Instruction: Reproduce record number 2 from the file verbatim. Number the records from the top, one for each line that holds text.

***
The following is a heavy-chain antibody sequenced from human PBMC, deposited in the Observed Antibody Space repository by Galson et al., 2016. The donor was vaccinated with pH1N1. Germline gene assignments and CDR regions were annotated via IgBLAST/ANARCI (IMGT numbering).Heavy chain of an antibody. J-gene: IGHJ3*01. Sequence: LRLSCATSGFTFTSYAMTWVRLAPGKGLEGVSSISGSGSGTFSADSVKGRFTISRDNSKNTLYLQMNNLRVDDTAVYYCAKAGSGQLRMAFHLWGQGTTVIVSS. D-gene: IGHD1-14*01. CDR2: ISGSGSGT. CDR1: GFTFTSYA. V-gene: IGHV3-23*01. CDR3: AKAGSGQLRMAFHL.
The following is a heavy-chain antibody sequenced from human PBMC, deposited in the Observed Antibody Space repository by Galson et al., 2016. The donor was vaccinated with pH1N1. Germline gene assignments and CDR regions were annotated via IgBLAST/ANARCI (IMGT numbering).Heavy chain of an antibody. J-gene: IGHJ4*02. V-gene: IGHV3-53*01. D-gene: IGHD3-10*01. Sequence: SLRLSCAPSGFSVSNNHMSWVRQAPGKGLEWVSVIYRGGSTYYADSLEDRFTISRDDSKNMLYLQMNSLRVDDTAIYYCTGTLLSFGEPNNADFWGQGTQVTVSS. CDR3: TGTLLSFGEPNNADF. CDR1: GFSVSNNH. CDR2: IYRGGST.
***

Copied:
The following is a heavy-chain antibody sequenced from human PBMC, deposited in the Observed Antibody Space repository by Galson et al., 2016. The donor was vaccinated with pH1N1. Germline gene assignments and CDR regions were annotated via IgBLAST/ANARCI (IMGT numbering).Heavy chain of an antibody. J-gene: IGHJ4*02. V-gene: IGHV3-53*01. D-gene: IGHD3-10*01. Sequence: SLRLSCAPSGFSVSNNHMSWVRQAPGKGLEWVSVIYRGGSTYYADSLEDRFTISRDDSKNMLYLQMNSLRVDDTAIYYCTGTLLSFGEPNNADFWGQGTQVTVSS. CDR3: TGTLLSFGEPNNADF. CDR1: GFSVSNNH. CDR2: IYRGGST.